Chesapeake CEO Aubrey McClendon probably wishes he could visit the bottom of one of his wells after the firestorm over his loans last week. Anywhere the press could not find him would have been preferable. The headlines said McClendon borrowed $1.1 billion from the company against a personal ownership in the wells Chesapeake drilled. On the surface that sounded pretty bad. Why would McClendon have an personal ownership in company wells and why would CHK loan him money against that ownership especially in the current natural gas pricing environment. The reality of the situation is not that bad.
McClendon founded Chesapeake. It was his company before it went public. As part of the conversion to a public company McClendon got a "Founder's Participation Agreement." The board allowed him to keep a 2.5% stake in every well Chesapeake drilled. The program was approved by shareholders in 2005. On the surface that sounds like a huge benefit but it did not work out that way. You see he also had to pay out of his own pocket 2.5% of the cost to drill each well. Over the past three years McClendon has had to pay $661 million in drilling costs while gas prices fell to decade lows. CHK has been drilling wells at a very rapid pace over the last three years.
McClendon earns $17.9 million as CEO of Chesapeake so coming up with $661 million over the last three years put him in a world of hurt. He had to come up with $68 million in 2008 but that rose to $315 million in 2011 because of the faster pace of drilling and higher costs to drill. McClendon was forced to sell some of his stake in 2011 but the price has not yet been disclosed. At the end of 2011 his pretax income from all the wells to date was $409 million.
McClendon was forced to sell a majority of his shares in CHK in 2009 when he received some massive margin calls when the price of gas and the price of CHK shares plunged. He lost $1.9 billion when CHK shares fell from $74 to $16.52 where he was forced to sell to cover the margin call. He had leveraged himself multiple times over because he could not believe the drop in his stock price. He kept doubling down until he had nothing left and lost it all. After his stake in CHK was wiped out the board awarded him shares in succeeding years to help rebuild his stake. As of last week he had 1.78 million shares worth $31 million.
McClendon has built a monster company that he clearly believed in dearly. That belief cost him his fortune and there is a good possibility his current $1.1 billion in loans will be called and he will lose the 2.5% founders stake as well. This is a great lesson in how not to leverage yourself to the hilt. Multiple shareholders have now sued for the full details in the loans and compensation arrangements. McClendon may have done nothing wrong but he has made a lot of bad decisions. He might be better off to just cut his losses and drop all his revenue share agreements and just live on the $17.9 million salary. I suspect everyone reading this newsletter could be very happy on that kind of money and not have to suffer through the heartache McClendon has undergone over the last five years.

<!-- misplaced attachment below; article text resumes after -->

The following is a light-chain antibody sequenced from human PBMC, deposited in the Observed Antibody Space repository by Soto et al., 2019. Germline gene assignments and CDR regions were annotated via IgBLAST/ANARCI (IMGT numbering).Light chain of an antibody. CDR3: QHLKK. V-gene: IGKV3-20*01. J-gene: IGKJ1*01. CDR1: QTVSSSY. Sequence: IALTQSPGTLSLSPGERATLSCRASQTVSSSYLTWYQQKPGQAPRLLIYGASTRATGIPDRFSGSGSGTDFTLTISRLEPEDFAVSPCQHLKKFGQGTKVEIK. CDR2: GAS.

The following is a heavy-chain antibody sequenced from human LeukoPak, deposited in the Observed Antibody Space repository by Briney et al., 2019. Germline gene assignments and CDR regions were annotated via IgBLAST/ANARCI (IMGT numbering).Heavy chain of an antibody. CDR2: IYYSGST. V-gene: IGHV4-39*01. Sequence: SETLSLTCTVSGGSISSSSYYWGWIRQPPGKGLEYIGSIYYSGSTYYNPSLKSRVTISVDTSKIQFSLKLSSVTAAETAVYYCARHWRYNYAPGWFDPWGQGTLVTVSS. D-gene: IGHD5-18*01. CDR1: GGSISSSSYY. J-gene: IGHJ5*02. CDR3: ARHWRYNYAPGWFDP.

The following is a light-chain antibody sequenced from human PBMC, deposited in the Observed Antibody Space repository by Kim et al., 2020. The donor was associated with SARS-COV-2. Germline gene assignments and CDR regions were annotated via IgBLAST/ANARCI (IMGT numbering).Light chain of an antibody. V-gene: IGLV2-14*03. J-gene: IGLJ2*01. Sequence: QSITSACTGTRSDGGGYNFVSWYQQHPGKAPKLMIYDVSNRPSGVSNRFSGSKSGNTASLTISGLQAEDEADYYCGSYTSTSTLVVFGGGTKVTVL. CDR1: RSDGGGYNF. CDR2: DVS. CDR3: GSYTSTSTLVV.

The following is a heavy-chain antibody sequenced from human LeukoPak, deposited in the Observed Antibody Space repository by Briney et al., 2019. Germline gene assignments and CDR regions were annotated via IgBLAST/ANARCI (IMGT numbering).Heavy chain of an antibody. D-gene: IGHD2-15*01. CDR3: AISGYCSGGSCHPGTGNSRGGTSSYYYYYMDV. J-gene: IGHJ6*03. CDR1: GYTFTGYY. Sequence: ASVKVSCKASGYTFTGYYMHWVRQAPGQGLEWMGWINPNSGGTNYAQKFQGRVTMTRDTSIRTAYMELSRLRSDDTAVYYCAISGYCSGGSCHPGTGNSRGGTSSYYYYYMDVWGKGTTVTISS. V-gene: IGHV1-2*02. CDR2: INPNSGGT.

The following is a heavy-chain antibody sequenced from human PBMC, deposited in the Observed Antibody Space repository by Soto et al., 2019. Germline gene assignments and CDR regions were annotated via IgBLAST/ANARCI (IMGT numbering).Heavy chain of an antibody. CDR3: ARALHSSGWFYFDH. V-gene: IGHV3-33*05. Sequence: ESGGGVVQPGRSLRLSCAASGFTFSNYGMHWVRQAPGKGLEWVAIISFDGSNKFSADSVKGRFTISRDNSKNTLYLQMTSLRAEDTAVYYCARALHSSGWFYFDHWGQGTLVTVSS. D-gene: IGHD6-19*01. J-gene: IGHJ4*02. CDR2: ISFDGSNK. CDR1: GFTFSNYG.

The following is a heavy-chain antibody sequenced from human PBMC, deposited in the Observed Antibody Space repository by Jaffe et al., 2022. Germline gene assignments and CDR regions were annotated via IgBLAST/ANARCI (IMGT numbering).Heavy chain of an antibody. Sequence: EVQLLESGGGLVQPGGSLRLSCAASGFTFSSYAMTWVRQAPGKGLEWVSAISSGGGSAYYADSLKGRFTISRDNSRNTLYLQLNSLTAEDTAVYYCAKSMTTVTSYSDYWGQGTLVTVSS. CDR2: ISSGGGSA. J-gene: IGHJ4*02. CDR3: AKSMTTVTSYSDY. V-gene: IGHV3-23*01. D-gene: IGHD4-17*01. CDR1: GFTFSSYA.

Deepwater Horizon Anniversary
Friday was the two year anniversary of the Deepwater Horizon disaster in the Gulf of Mexico. Tens of billions of dollars were spent cleaning it up and additional tens of billions are still at risk for BP and its partners in the government liability trial ahead. The civil class action case has been settled for $7.8 billion but there are thousands of plaintiffs that will probably opt out and go after BP on their own.
The government trial could cost BP $20 billion or more in court costs, legal fees, fines and penalties. The judge has set May 3rd as a date for all parties to show up and lay out their plans for trying the case. After May 3rd the judge will probably set a new court date for the trial to start. BP would like to settle rather than risk a gross negligence finding and see the fines escalate from $1100 per barrel of oil spilled to $4400 per barrel. With 4.5 million barrels spilled that is a huge difference in dollars. The government feels they have a pretty good case after a dozen commissions and agencies conducted independent investigations and all found BP more or less at fault with lesser liability to the actions of others with the possible exception of Halliburton.
Stories in the press last week told of new surveys of fish in the gulf with dramatic problems from the pollution. Pictures of deformed fish, fish with various diseases including petroleum rot where chunks of skin decay and fall off from exposure to oil. Fish without any outward signs showed high levels of toxicity from ingesting other fish, algae and plankton that had been exposed. It will take years before the current fish population dies off and takes their toxicity to the bottom and away from the surface food chain.